Metal Blade [Release date 29.01.16]
Old fashion thrashin’. It can’t be put more simply than that. Exumer released both “Possessed by Fire” and “Rising from the Sea” at the height of thrash’s popularity, the 80s. This is a band that typifies the thrash metal genre.
You could say they’re textbook but it’s more fair to say they are a band who helped write the book, with the band splitting in ’91 it may have been the end for some. However fans had to wait 10 years for their next sighting of the band who played Wacken Open Air festival in Northern Germany. This was the band’s only appearance from 1991 until they were reformed by lead vocalist Mem. V Stein and guitarist Ray Mensh in 2008.
The band post extended hiatus released their third album “Fire and Damnation” which was widely praised. This further helped the band gain the cult status they now boast. “The Raging Tides”, released January 29th is the bands 4th studio album in their 30 year history and is already looking promising for the German outfit.
“The Raging Tides” upon first listening is an all out thrash artillery. The album opens with it’s title track and introduces a typically thrash riff reminiscent of older Slayer material. The song as a whole has an explosive element to it, rocking between heavier crunches and more a more melodic chorus guitar wise. Throughout the entire song however, the vocals are unrelentless. The only rest for Stein is the solo which erupts into life around halfway through the song.
Another highlight of the album is “Catatonic”, a song which opens on a more melodic guitar riff and allows the vocals to slide in perfectly. The song vocally typifies the band’s focus with this album, based largely around human suffering.
Stein stated it is suffering “caused by torture or other means for political, religious, or personal gain for the individuals/organizations who inflict the pain.” The band have set out to make a point with this album and with such a harsh sound it does so very well.
“Welcome to Hellfire” is a song which particularly focuses on extreme cases of human abuse within Nigeria. It’s things like this that show Exumer are more than a band who are here to stand up and play some metal. It proves to us that they are a cultured, educated band out to point the finger at the things that are wrong in the world, an art lost on most modern day songwriters. This point is again further proven in “Brand of Evil” with the lyrics focused around Amnesty International reports on conditions in prisons.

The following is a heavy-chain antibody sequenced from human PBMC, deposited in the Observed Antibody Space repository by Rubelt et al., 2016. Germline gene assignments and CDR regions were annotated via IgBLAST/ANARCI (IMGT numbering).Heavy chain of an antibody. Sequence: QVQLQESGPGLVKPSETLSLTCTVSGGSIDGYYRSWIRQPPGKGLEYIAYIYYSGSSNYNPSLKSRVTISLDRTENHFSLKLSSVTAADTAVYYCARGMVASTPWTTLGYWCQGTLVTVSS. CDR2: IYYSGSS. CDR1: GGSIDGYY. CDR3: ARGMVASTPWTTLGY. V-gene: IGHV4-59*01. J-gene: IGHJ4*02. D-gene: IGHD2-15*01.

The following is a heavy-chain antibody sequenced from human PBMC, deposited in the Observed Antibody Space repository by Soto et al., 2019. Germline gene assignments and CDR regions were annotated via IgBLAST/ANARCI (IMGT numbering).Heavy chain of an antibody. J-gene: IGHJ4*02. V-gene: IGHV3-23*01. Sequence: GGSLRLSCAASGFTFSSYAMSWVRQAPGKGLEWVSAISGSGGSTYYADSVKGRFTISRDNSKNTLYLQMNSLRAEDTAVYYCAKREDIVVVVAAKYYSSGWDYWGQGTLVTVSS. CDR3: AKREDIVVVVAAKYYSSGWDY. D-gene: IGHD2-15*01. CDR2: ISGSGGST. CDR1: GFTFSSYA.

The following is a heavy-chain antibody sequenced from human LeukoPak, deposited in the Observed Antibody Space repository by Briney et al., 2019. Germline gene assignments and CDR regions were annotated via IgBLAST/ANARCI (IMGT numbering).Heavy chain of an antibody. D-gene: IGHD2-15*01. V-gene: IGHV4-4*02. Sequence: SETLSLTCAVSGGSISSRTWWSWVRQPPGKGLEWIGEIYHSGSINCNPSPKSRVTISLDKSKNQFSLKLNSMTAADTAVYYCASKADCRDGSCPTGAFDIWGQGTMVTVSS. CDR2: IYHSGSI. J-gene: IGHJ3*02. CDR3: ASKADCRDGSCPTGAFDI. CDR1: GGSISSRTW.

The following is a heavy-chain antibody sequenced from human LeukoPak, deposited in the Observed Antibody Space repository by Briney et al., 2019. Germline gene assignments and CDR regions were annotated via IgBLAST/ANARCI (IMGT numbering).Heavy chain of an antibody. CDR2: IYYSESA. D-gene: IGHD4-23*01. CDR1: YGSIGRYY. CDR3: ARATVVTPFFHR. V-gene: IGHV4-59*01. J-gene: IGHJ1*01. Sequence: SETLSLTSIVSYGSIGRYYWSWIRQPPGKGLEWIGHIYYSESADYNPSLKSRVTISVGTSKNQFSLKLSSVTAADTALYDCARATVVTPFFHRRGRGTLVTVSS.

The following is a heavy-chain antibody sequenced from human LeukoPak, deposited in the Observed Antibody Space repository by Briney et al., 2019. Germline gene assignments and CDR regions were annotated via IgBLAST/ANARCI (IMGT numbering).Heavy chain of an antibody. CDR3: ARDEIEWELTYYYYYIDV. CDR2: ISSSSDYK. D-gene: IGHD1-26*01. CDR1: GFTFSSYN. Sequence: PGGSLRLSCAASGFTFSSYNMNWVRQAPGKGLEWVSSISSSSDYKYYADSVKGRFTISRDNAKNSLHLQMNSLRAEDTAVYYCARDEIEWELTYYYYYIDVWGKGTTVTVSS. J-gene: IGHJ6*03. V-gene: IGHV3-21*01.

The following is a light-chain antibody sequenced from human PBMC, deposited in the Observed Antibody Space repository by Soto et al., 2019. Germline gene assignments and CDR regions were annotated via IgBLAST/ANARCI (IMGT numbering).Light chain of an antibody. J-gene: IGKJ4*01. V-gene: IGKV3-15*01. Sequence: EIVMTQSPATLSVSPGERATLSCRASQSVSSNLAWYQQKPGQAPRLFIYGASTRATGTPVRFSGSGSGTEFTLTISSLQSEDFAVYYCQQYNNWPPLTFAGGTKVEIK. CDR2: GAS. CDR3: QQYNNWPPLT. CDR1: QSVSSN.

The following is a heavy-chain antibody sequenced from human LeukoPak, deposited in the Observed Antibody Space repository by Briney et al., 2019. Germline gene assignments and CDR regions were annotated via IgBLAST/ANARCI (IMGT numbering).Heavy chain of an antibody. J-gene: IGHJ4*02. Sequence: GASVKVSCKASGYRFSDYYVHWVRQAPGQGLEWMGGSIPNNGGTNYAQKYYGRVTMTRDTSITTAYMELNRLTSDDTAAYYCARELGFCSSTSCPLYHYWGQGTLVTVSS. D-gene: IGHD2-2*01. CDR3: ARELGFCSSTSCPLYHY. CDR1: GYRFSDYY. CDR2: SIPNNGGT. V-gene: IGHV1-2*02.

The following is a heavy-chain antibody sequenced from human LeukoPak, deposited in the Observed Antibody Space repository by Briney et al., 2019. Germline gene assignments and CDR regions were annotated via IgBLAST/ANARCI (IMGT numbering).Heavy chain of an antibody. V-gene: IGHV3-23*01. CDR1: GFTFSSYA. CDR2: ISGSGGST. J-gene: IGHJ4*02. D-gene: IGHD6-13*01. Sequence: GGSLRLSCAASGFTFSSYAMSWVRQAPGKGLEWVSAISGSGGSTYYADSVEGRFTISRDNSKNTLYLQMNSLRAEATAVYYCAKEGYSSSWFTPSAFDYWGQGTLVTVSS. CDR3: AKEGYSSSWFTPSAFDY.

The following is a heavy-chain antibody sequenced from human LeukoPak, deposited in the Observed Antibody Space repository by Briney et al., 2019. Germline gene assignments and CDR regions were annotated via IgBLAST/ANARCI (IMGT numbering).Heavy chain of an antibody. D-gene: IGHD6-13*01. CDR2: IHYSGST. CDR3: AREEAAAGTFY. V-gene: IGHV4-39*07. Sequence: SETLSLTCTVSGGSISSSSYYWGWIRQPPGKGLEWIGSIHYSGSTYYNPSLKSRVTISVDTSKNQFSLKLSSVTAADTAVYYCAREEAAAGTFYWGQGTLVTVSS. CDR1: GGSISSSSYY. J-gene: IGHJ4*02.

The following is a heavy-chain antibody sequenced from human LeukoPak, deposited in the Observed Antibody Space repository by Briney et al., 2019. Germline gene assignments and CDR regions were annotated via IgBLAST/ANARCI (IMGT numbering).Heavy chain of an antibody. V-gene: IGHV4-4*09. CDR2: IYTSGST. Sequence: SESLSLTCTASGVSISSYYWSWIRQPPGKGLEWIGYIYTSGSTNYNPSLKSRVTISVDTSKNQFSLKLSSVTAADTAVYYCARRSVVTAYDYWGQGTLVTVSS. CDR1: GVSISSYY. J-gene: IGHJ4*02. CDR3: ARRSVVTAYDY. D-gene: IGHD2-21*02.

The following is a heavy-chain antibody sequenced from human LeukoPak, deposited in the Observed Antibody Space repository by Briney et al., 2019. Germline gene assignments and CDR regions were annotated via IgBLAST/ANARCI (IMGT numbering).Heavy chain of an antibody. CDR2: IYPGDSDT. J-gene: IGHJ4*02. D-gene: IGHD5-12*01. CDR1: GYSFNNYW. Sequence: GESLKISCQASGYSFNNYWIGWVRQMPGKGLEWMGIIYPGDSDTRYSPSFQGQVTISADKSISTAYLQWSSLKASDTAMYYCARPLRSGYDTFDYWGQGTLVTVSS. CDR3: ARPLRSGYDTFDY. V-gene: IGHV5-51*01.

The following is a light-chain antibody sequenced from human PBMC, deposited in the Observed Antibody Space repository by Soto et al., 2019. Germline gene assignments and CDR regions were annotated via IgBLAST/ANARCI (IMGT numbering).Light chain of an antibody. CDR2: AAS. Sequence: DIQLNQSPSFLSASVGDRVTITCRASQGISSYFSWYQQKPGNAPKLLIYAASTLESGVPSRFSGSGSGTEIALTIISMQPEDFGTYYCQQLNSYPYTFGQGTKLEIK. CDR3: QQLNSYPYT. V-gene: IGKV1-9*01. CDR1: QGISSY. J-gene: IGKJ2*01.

Stein commented “These topics are obviously not born from a vacuum, rather they are essentially a constant in daily lives in 2015, both by way of the modern 24 hour news cycle, and document leaks and controversy via WikiLeaks or figures like Edward Snowden. ” Then adding, “The lyrics I wrote were inspired by a wide range of books and articles I read, ranging from the investigation of tactics employed by the CIA, to Amnesty International reports on conditions in prisons, and in Nigeria with extreme forms of human abuse.”
The track “Shadow Walker” is further testament to the bands sense of awareness of the world around it, focusing on those who abandon promising lives to chase radical ideologies often fatally, only to be deceived by those they follow for larger political and personal gain.
Another song which stands out in particular from this album is “Sinister Souls” which opens up on a very thrashy, very aggressive riff. This song is heavily driven by Stein’s vocals who at times continues a back and forward between himself and Mensh on guitar.
The song eventually erupts into an impressive solo from Mensh which cuts between a riff and more intricate note work. It is songs such as this that propel this album higher and higher and sets it apart from other current thrash albums.
For me though, the best track on the record comes towards the end, “Death Factory” encapsulates what thrash is about. From violent lyrics and an equally as foreboding title coupled with aggressive riffs and scolding vocals this song is a cut above the rest. This is an early contender for my song of 2016.
This album as a whole is for sure something you would expect from an 80′s thrash band, but is that ever a bad thing? An album which stands for the traditional values of a genre when it was arguably in its prime.
It shouldn’t surprise many that a band as experienced as Exumer are, are now making a serious assault on the thrash genre. It has been a good time for the band to write as they have had less pressure and more time to write which has allowed the band time to loosen up and creatively explore their music in order to develop the wonderful piece they have.
This album is without a doubt the best Exumer album to date and will likely further push the cult status of the band and even further to the forefront of the European music scene. ****½
Review by Dillon Grant
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